Thursday, January 30, 2014

Speaking Of ND (Pope Francis)




Rorate delivered some great laughs this morning by providing a snip of the Holy Father's comments to a delegation from ND. Check this out:

In my recent Apostolic Exhortation on the Joy of the Gospel, I stressed the missionary dimension of Christian discipleship, which needs to be evident in the lives of individuals and in the workings of each of the Church’s institutions. This commitment to “missionary discipleship” ought to be reflected in a special way in Catholic universities (cf. Evangelii Gaudium, 132-134), which by their very nature are committed to demonstrating the harmony of faith and reason and the relevance of the Christian message for a full and authentically human life. Essential in this regard is the uncompromising witness of Catholic universities to the Church’s moral teaching, and the defense of her freedom, precisely in and through her institutions, to uphold that teaching as authoritatively proclaimed by the magisterium of her pastors. It is my hope that the University of Notre Dame will continue to offer unambiguous testimony to this aspect of its foundational Catholic identity, especially in the face of efforts, from whatever quarter, to dilute that indispensable witness. And this is important: its identity, as it was intended from the beginning. To defend it, to preserve it and to advance it!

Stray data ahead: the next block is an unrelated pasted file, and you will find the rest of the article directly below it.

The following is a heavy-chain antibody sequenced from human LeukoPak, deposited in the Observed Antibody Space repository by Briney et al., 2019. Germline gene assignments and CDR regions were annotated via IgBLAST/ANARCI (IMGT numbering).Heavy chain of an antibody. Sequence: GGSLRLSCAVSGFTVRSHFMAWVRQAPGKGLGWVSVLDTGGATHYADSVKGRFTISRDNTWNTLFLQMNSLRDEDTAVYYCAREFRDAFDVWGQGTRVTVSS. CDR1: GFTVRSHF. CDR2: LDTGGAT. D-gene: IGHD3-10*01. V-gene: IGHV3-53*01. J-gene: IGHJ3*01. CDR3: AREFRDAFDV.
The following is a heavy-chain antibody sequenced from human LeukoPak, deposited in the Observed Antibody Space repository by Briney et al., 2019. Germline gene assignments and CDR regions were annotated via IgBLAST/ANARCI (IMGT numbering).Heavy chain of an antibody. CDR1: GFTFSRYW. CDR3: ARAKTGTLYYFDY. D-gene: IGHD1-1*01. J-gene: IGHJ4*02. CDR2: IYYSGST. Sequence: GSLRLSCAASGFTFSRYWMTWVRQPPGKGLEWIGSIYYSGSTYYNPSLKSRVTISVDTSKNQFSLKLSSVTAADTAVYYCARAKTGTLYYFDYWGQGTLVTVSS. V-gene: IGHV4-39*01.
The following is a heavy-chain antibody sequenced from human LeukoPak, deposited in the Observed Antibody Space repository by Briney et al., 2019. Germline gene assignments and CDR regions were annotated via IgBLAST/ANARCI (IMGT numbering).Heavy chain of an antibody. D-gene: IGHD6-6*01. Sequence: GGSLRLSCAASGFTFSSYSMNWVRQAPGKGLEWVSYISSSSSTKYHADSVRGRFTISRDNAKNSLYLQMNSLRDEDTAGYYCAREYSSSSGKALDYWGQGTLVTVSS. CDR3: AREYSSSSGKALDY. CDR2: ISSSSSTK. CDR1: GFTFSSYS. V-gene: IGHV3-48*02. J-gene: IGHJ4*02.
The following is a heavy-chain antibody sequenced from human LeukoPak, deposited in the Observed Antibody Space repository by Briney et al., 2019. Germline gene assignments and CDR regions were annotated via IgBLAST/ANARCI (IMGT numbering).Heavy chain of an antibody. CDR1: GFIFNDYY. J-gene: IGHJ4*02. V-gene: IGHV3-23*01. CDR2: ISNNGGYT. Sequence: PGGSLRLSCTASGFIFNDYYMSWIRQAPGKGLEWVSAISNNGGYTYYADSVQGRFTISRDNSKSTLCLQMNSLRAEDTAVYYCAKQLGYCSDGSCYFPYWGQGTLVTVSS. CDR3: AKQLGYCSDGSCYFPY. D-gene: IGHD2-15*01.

BWAH-HA-HA-HA-HA-HA-HA!!!!!!!!!!!

Somebody needs to get the Holy Father the memo with the new ND mission statement. You know, the one that makes Church teaching a point for dialogue rather than promotion or defense. The one where the university, in the name of Mammon, capitulates to Caesar's demand for a small smackeral of incense. The one where the enemies of life and adversaries who assault the Church are given platforms, even within the university itself, for launching their broadsides, with the excuse being that they should have freedom to tell their lies or that the school is "honored" by their presence.

Pope Francis needs to get with the brave new world.

2 comments:

David Brainerd said...

He's a Jesuit revolutionary. The fact that people think he's just a clueless senile old man is what allows him to further his revolution.

Throwback said...

I'm reminded of an ancient and venerable principle. The first see is judged by no one.